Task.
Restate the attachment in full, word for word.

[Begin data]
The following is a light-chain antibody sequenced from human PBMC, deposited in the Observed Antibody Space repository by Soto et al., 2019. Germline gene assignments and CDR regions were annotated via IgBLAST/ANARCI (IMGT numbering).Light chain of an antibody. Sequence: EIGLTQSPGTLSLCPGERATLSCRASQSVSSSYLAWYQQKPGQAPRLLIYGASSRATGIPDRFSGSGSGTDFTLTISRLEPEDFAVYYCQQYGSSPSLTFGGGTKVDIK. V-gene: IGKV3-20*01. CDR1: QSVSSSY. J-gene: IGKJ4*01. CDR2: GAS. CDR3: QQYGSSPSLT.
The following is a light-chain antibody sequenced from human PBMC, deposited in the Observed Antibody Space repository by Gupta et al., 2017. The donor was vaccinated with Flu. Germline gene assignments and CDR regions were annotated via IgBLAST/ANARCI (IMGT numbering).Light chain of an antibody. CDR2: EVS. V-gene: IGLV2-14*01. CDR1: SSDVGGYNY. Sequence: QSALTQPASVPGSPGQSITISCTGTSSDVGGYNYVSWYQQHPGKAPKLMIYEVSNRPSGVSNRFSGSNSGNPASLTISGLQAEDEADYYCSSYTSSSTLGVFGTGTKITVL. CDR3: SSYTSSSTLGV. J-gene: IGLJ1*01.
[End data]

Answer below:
The following is a light-chain antibody sequenced from human PBMC, deposited in the Observed Antibody Space repository by Soto et al., 2019. Germline gene assignments and CDR regions were annotated via IgBLAST/ANARCI (IMGT numbering).Light chain of an antibody. Sequence: EIGLTQSPGTLSLCPGERATLSCRASQSVSSSYLAWYQQKPGQAPRLLIYGASSRATGIPDRFSGSGSGTDFTLTISRLEPEDFAVYYCQQYGSSPSLTFGGGTKVDIK. V-gene: IGKV3-20*01. CDR1: QSVSSSY. J-gene: IGKJ4*01. CDR2: GAS. CDR3: QQYGSSPSLT.
The following is a light-chain antibody sequenced from human PBMC, deposited in the Observed Antibody Space repository by Gupta et al., 2017. The donor was vaccinated with Flu. Germline gene assignments and CDR regions were annotated via IgBLAST/ANARCI (IMGT numbering).Light chain of an antibody. CDR2: EVS. V-gene: IGLV2-14*01. CDR1: SSDVGGYNY. Sequence: QSALTQPASVPGSPGQSITISCTGTSSDVGGYNYVSWYQQHPGKAPKLMIYEVSNRPSGVSNRFSGSNSGNPASLTISGLQAEDEADYYCSSYTSSSTLGVFGTGTKITVL. CDR3: SSYTSSSTLGV. J-gene: IGLJ1*01.